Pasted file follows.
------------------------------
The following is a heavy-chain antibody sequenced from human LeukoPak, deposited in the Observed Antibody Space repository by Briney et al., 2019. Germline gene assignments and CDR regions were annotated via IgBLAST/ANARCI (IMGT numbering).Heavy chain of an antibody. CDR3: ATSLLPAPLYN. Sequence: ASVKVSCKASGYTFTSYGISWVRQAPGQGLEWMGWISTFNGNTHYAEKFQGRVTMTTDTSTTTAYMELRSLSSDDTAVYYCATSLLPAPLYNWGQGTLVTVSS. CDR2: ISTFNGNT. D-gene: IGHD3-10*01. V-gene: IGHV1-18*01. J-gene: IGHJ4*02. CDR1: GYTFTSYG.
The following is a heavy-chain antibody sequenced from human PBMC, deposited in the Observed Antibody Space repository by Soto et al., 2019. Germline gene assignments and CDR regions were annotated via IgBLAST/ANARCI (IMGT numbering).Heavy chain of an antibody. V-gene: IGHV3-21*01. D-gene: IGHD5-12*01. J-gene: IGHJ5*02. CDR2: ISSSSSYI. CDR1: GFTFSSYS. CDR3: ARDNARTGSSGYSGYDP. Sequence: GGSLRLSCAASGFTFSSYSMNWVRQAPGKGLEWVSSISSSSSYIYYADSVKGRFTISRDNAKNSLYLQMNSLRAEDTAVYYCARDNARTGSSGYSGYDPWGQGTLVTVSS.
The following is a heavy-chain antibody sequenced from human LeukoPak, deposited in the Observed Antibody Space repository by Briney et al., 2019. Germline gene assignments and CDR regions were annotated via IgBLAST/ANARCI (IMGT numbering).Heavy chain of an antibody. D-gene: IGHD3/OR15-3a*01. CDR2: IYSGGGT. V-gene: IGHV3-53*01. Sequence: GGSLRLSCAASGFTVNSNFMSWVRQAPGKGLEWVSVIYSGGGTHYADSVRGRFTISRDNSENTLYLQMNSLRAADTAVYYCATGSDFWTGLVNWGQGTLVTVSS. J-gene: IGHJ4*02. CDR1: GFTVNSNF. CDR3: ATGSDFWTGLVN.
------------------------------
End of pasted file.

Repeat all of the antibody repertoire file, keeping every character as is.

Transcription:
The following is a heavy-chain antibody sequenced from human LeukoPak, deposited in the Observed Antibody Space repository by Briney et al., 2019. Germline gene assignments and CDR regions were annotated via IgBLAST/ANARCI (IMGT numbering).Heavy chain of an antibody. CDR3: ATSLLPAPLYN. Sequence: ASVKVSCKASGYTFTSYGISWVRQAPGQGLEWMGWISTFNGNTHYAEKFQGRVTMTTDTSTTTAYMELRSLSSDDTAVYYCATSLLPAPLYNWGQGTLVTVSS. CDR2: ISTFNGNT. D-gene: IGHD3-10*01. V-gene: IGHV1-18*01. J-gene: IGHJ4*02. CDR1: GYTFTSYG.
The following is a heavy-chain antibody sequenced from human PBMC, deposited in the Observed Antibody Space repository by Soto et al., 2019. Germline gene assignments and CDR regions were annotated via IgBLAST/ANARCI (IMGT numbering).Heavy chain of an antibody. V-gene: IGHV3-21*01. D-gene: IGHD5-12*01. J-gene: IGHJ5*02. CDR2: ISSSSSYI. CDR1: GFTFSSYS. CDR3: ARDNARTGSSGYSGYDP. Sequence: GGSLRLSCAASGFTFSSYSMNWVRQAPGKGLEWVSSISSSSSYIYYADSVKGRFTISRDNAKNSLYLQMNSLRAEDTAVYYCARDNARTGSSGYSGYDPWGQGTLVTVSS.
The following is a heavy-chain antibody sequenced from human LeukoPak, deposited in the Observed Antibody Space repository by Briney et al., 2019. Germline gene assignments and CDR regions were annotated via IgBLAST/ANARCI (IMGT numbering).Heavy chain of an antibody. D-gene: IGHD3/OR15-3a*01. CDR2: IYSGGGT. V-gene: IGHV3-53*01. Sequence: GGSLRLSCAASGFTVNSNFMSWVRQAPGKGLEWVSVIYSGGGTHYADSVRGRFTISRDNSENTLYLQMNSLRAADTAVYYCATGSDFWTGLVNWGQGTLVTVSS. J-gene: IGHJ4*02. CDR1: GFTVNSNF. CDR3: ATGSDFWTGLVN.